Fear or freedom – Roundtable 44

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Our brain engages curiosity for personal growth or fear of failing in competitive practices. Yet we cannot engage both freedom and fear at the same time. We rationalize fear at times, where freedom would work. It surprises some, for instance, that discipline does not equal punishment, but derives from the word ‘disciple’, which infers that we teach, rather than punish.  I’ve often found the most effective way to inspire personal growth is to model kindness so that it can be experienced by learners we coach or support.

Does your community cultivate curiosity or foster fears that drown innovation? Brain based games work especially well to optimize learner brainpower and empower teacher transitional opportunities to help growth happen!

Traditional forms of competition tend to come from a notion of fixed IQ where we feel compelled to win over others by showing we have more IQ points in our DNA. Brain based practices draw on beliefs that we gain IQ points in multiple mental domains by practicing and growing skills in each domain.

Without fear of losing, curiosity stokes delight in personal growth.  With  practice, curiosity advances our unique set of intelligences into ongoing growth and personal wins.

Problems arise though, when we fail to see our strengths or fall into flawed comparisons with others. Without curiosity’s driving fuel, sheer competition can foster fears that shut down wonder and kill innovation or growth. Have you seen it? No wonder Einstein thought only a miracle could help curiosity survive our education system.

Teachers, tots and teens all value curiosity!  In fact, most people you ask leap at  opportunities to play with endless possibilities as part of their learning process. So why isn’t curiosity more on educators’ minds when shaping their lesson plans. Have we allowed indifference to become our new normal?

When young, we’re curious by nature. As adults though? Not so much … What happened?  It’s particularly disturbing when you consider that to be curious about any topic is to actively stoke our brains to learn more, apply more, and take keen risks for innovative results.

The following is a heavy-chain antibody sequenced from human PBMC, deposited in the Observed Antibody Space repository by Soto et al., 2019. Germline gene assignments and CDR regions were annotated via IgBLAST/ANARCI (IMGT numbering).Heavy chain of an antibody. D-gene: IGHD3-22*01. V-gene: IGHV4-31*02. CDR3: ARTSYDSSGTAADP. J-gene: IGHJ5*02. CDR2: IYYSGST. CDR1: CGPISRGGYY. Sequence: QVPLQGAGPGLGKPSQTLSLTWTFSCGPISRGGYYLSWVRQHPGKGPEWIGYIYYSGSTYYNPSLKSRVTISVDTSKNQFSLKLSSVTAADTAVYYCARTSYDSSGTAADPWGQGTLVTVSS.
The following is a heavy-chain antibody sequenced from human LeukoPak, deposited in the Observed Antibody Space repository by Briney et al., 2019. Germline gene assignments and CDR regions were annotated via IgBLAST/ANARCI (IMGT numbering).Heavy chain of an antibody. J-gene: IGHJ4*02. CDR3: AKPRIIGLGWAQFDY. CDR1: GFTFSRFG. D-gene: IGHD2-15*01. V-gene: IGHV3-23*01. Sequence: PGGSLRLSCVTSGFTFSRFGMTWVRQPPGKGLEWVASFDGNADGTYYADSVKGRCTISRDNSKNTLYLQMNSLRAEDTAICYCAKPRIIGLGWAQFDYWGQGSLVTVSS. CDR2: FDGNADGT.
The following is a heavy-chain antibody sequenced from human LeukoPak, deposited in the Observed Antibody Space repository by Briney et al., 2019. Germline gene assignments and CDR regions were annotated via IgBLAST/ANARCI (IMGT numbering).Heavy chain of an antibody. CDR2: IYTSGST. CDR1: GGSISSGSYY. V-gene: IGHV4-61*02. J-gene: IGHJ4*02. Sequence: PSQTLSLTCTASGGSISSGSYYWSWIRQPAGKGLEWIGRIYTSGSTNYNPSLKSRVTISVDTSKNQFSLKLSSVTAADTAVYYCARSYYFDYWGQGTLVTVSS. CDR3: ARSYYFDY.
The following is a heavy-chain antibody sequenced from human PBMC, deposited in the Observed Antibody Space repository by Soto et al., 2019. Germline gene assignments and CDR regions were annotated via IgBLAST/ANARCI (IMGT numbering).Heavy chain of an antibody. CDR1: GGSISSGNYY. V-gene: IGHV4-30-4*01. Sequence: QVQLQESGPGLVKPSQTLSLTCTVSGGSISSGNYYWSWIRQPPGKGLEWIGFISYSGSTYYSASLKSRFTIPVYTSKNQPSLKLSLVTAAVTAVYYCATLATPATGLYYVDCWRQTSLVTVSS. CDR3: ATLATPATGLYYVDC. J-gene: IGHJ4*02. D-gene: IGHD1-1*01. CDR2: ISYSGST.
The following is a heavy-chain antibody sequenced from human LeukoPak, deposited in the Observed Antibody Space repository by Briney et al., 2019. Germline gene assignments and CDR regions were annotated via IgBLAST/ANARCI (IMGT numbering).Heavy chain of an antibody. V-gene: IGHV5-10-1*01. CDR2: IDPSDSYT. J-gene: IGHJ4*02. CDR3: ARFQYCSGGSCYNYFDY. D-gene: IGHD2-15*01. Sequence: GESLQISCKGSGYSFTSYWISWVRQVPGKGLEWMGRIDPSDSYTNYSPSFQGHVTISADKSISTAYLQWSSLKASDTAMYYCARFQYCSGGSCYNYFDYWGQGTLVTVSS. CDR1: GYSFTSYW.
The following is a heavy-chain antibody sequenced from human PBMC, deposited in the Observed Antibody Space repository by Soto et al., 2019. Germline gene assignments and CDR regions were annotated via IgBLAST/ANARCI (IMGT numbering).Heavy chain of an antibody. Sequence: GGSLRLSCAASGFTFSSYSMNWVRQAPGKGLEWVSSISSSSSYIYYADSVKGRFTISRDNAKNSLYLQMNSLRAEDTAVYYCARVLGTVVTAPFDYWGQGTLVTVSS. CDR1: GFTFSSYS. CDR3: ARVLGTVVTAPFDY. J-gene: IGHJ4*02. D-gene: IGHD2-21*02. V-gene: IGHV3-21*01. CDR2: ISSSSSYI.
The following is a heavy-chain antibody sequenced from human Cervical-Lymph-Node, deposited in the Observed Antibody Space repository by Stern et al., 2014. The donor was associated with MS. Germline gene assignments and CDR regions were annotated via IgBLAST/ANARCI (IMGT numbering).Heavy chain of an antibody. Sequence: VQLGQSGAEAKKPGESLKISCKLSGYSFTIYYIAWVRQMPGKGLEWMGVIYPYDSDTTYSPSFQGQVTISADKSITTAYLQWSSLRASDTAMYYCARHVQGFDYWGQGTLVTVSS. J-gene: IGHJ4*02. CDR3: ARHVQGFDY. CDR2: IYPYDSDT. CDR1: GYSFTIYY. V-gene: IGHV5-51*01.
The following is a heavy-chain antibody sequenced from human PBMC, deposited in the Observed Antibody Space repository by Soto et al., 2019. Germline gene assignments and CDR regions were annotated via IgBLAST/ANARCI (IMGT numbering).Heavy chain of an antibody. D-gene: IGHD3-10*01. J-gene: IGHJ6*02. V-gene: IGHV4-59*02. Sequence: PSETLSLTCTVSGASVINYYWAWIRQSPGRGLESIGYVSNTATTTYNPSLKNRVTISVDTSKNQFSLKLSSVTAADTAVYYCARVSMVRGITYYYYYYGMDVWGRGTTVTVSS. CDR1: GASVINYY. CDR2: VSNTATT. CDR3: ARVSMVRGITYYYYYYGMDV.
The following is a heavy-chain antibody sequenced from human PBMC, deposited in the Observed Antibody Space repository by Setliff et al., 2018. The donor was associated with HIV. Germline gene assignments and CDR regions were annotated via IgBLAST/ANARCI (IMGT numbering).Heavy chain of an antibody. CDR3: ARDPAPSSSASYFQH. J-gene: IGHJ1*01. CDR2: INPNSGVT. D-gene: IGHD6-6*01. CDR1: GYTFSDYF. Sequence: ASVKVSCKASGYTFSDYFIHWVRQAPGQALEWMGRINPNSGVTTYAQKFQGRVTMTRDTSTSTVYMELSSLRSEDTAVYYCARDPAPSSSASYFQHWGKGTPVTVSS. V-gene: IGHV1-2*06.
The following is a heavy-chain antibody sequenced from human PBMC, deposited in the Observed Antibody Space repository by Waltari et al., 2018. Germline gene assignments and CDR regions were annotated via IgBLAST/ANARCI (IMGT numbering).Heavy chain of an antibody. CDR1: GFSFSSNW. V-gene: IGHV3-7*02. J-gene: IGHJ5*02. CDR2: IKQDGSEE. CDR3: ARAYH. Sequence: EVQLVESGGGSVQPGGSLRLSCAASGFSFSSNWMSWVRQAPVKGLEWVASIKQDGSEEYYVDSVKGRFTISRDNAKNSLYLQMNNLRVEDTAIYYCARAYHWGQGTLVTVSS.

When you wonder about something, you’re not only more likely to learn it but you tend to apply it in ways that help you to remember and use it as mind-bending tools to improve life beyond class. Curiosity also adds fun.  Wonder and investigation lead as much to play as to intriguing insights that arise through unexpected connections that help us to deeply understand.

Given that curiosity clearly enhances learning, it’s significant to see what boosts its adventures. Perhaps equally significant, what shuts down our interest and dampens inquisitiveness?

Where Have Our Healthy Expectations Gone?

Check any circle for signs of genuine curiosity, and you’ll find a disappointing absence of it. How can you tell?

  • Count the number of questions generated by participants.

  • Listen for any obvious signs of interest and expectation in exchanges among learners.

  • Observe any innovative proposals made by those in your circle – that would improve something in ways that benefit all.

Sadly, we’re conditioned to ask very few questions, and we seek minimal exchanges that interest us. And how many classes investigate relevant problems – with solutions in mind? Instead we settle for routine delivery of isolated facts,  worksheets that require lock-step responses, and very few innovative responses to questions that could contribute innovation outcomes to our world.